Friday, December 7, 2012

Mostly Thrushes

A bitterly cold northerly wasn’t the best prospect for today but after a few hours I came home with a bit of news from far and wide plus plenty of photographs of thrushes. I hope Another Bird Blog readers are Turdus fans. 

Kicking off at Lane Ends gave 4 Little Egrets, 1 Grey Heron and a walk to the pool just 2 Tufted Duck. It was too cold to hang about on the sea wall with a trip around Cockerham Moss ensconced in a warm car seeming a much better prospect. 

Most of the Whooper Swans from last week seem to have moved on, with a meagre count of 32 today, and 3 Mute Swans well separated from their noisy cousins. The gangs of corvids alerted me to a Sparrowhawk flying low across the stubble towards flocks of feeding Starlings and when they all panicked into the air I made an approximate count of 1500. Hundreds of gulls remained uncounted, but I did pick out 10 Redshank working their way through the flooded stubble. Further round the moss and on a less flooded field were 300+ Lapwing and 18 Curlew. 

I stopped at Braides to count more waders on the flood there: 1200 Golden Plover, 420 Lapwing, 18 Dunlin and 40 Redshank. Two Kestrels here too. 


Conder Green next where I found a good selection of birds, starting with a Peregrine over the pool which circled briefly before flying off towards Glasson and the marsh. On the pool and creek: 110 Teal, 2 Goosander, 1 Goldeneye, 3 Little Grebe, 2 Snipe, 15 Curlew, 3 Lapwing, 2 Oystercatcher, 1 Little Egret, 10 Redshank and 1 Mute Swan, the latter a little more approachable than the wild and wonderful Whooper Swans. 

Mute Swan

Smaller birds around the car park area: 2 Greenfinch, 4 Goldfinch, 1 Tree Sparrow, 3 Redwing, 18 Fieldfare and 12 Blackbird. It was here I spent a while trying to obtain shots of the shy thrushes feeding in the hawthorn bushes. So thrushes below, not in any particular order.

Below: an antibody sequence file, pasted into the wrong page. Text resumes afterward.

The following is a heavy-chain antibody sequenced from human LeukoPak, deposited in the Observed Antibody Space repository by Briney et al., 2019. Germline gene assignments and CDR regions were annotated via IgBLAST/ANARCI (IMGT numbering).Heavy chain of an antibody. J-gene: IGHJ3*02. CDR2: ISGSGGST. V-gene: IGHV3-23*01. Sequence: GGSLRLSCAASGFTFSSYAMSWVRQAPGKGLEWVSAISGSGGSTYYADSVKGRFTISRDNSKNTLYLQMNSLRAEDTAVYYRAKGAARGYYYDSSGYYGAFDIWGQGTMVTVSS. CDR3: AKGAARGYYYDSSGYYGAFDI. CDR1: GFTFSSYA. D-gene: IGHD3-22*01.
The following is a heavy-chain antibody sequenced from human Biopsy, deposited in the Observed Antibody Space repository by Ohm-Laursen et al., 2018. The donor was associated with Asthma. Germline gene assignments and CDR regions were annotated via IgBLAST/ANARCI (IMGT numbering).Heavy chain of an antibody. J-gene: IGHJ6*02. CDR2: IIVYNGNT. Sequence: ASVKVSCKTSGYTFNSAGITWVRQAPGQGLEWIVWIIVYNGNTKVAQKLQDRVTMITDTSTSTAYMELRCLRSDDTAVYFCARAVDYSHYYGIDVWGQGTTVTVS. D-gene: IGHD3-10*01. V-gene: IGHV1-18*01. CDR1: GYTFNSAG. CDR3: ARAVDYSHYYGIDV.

A single Fieldfare had taken ownership of one hawthorn, chasing all the other thrushes off, its own species as well as the Blackbirds and Redwings. Occasionally the other thrushes would sneak back for a quick berry or two until the Fieldfare chased them off again to the next hawthorn.











Weekend beckons, so does more freezing weather with frost and snow. Not to worry because Another Bird Blog will surely find somewhere to go. Log in soon to discover where.

This post is linking to Anni who would rather Be Birding Anytime soon.


Isidro Ortiz said...

Bonitas fotos,las del Zorzal real son geniales,nunca he llegado a ver uno.Un abrazo

Rohrerbot said...

More stunning photos. My favorite??? The Fieldfare balancing the berry inside the beak. It doesn't get much better than that shot. Excellent. I get to go birding again today....CANNOT WAIT!!! One more hour of work and then I'm out of here:)

eileeninmd said...

Phil, sounds like an awesome day of counting. I would be thrilled with all the Plovers and Lapwings. Your photos are awesome. Have a great weekend and happy birding!

news said...

Hi Phil: Nice selection of Thrushes I did not dare venture out in this bitter weather Sorry all the Swans have left.All the best JWB.

Gemma Wiseman said...

The fieldfare is certainly a lively little character! Great variety of photos!

TexWisGirl said...

beautiful birds!

Kathy said...

I especially liked the pictures of the fieldfare. The red berries just added so much character to the portraits.

Anni said...

Your images this week are picture post card perfect!!! Such stunning images, I especially liked the profile of the mute swan...but all photos are exceptional.

Thanks for linking up at the Bird D'Pot this weekend. Have a great week ahead.

HansHB said...

Great photos. A perfect post for the theme!

Pia said...

You always get such cool photos. Pretty birds with berries,a crisp and sharp shot. And again the beautiful hawk...

Gary said...

Beautiful!!,especially love those field fares. Boom & Gary of the Vermilon River, Canada.

Huldra said...

Great shots of those lovely birds :)

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